It is incumbent upon us followers of Jesus to show people today that belief in God makes best sense when done with the Church.  Further, we have to give evidence that their aspirations of goodness are best fulfilled under Church auspices. We accomplish the first task by contemplating the Word of God proclaimed in the liturgy and talking about it with others.  We complete the second by living simply and sharing our bounty with the needy.

Wednesday, March 27, 2019

Wednesday of the Third Week of Lent

(Deuteronomy 4:1.5-9; Matthew 5:17-19)

John Adams, the second president of the United States, taught that governments are better guided by laws than by “men.”  He meant that a nation fares better when it follows prudent laws rather than charismatic men and women.  Moses delivers a similar message to the Israelites in today’s first reading from the Book of Deuteronomy.

The word “Deuteronomy” literally means “second law.”  The book re-presents the Law that the Book of Exodus describes God giving the people. Deuteronomy also explains the value of the Law as today’s passage shows.  It says that because it comes from God, abiding by it assures God’s assistance.  In the reading from Matthew’s gospel Jesus upholds the entire Law.  Perhaps some in his day thought that he meant to pick and choose the parts of it that were to be followed.  Perhaps, also, Matthew wants to cite Jesus to refute those who misinterpret St. Paul by saying the Law has been abolished.

Christians, in fact, do not follow the dietary and ritual laws of the Old Testament.  But we should obey its personal and social precepts.  It is true that we have a New Law, but that merely gives an overarching summary of the pertinent precepts.  We are to love God above all and to love our neighbors as ourselves.  To accomplish these daunting tasks we have the Holy Spirit to assist us.

Tuesday, March 26, 2019

Tuesday of the Third Lent in Lent

(Daniel 3:25.34-43; Matthew 18:21-35)

When former president Gerald Ford died in 2007, commentators remembered him with surprising admiration.  They recognized his pardoning his predecessor Richard Nixon for criminal activity in the Watergate affair as his greatest achievement.  Even Ted Kennedy, a Nixon critic, admitted that the pardon did a distinctive service to the country.  It helped heal a nation badly divided over ideology and shocked over wrongdoing at the highest levels.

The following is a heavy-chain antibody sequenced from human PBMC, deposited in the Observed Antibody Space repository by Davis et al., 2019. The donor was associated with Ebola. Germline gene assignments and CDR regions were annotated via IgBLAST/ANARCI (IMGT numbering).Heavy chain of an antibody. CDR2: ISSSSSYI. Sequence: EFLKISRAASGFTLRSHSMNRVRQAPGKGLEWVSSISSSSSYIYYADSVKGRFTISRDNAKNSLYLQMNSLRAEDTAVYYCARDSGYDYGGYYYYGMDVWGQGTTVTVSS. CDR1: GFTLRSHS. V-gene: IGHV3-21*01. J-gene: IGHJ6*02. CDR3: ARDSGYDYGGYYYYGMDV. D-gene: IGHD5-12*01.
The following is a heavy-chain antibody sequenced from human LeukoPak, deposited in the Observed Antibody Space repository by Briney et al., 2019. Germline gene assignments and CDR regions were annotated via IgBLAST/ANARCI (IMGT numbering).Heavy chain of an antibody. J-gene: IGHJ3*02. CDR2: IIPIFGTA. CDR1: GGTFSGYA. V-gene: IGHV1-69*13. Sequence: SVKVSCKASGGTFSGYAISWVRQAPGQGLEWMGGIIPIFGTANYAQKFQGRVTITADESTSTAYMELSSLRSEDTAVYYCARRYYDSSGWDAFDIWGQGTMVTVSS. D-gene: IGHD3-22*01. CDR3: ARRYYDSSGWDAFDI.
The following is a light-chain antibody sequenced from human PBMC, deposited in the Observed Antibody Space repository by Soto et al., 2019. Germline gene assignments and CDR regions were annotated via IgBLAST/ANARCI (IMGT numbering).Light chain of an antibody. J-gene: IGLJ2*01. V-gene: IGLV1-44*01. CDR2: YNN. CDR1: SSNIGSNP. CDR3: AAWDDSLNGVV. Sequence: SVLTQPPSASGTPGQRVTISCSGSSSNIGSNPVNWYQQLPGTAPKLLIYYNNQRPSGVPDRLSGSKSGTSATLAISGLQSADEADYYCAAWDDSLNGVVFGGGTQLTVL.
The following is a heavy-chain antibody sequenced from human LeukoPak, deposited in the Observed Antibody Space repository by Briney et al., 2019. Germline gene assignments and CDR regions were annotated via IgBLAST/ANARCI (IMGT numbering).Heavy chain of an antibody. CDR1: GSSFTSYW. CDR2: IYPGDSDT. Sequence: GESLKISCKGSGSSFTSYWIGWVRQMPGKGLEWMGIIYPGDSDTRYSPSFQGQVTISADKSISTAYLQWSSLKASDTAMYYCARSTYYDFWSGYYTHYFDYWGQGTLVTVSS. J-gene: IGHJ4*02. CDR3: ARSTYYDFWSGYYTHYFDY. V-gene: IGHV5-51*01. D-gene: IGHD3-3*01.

Would that public figures be more willing to practice today what they admire in past heroes!  Instead we hear them demand resignation, impeachment, or apology from those who violate their principles.  In the gospel Jesus tells his disciples that it should not be that way with us.  We must be ready to forgive when people repent of their misdeeds.  Rather than clamor for retribution, we should pray that our offenders take note of their wrongdoing, ask forgiveness, and make proper amends.

Mercy becomes us.  Shakespeare writes that an “earthly power doth then show likest God's,
when mercy seasons justice.”
  It even makes us better appreciated in our society as in the case of President Ford.  In forgiving, of course, we must not abandon the norms of justice.  Compensation to the wronged is often due, and the offender should be resolved not to offend again.  But practiced rightly, mercy like “the gentle rain from heaven” – as Shakespeare put it -- benefits everyone.

Monday, March 25, 2019

Solemnity of the Annunciation of the Lord

(Isaiah 7:10-14.8:10; Hebrews 10:4-10; Luke 1:26-38)

In the middle of winter yellow crocuses piercing the snow give a sign of spring.  Similarly, now in the middle of Lent the Solemnity of the Annunciation reminds us of Christmas.  Jesus, whose death is anticipated throughout this season, is recalled as a newborn bringing joy to the world. 

The second reading bridges the two periods.  The Letter to the Hebrews announces that Christ, our leader, is born a human.  He is like us in all respects except, of course, sin.  But that is why he comes – to take away our sins.  To conform ourselves to him we fast, pray, and go out of our way to show mercy for forty days.  It is not that Jesus’ sacrifice of himself was insufficient to make us like him.  Rather, sin bent human nature so out of shape that it takes considerable effort to correct its effect.  This is why even Jesus had to fast and pray.